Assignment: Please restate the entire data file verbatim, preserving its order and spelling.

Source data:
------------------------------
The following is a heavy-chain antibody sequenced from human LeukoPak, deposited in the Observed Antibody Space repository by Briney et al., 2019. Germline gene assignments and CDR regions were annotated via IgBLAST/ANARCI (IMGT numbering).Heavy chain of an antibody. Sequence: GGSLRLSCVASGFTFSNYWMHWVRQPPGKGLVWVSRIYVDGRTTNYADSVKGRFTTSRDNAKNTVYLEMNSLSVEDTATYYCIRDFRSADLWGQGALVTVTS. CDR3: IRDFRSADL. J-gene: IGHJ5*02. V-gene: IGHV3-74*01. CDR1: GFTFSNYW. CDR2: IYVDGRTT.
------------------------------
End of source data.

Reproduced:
The following is a heavy-chain antibody sequenced from human LeukoPak, deposited in the Observed Antibody Space repository by Briney et al., 2019. Germline gene assignments and CDR regions were annotated via IgBLAST/ANARCI (IMGT numbering).Heavy chain of an antibody. Sequence: GGSLRLSCVASGFTFSNYWMHWVRQPPGKGLVWVSRIYVDGRTTNYADSVKGRFTTSRDNAKNTVYLEMNSLSVEDTATYYCIRDFRSADLWGQGALVTVTS. CDR3: IRDFRSADL. J-gene: IGHJ5*02. V-gene: IGHV3-74*01. CDR1: GFTFSNYW. CDR2: IYVDGRTT.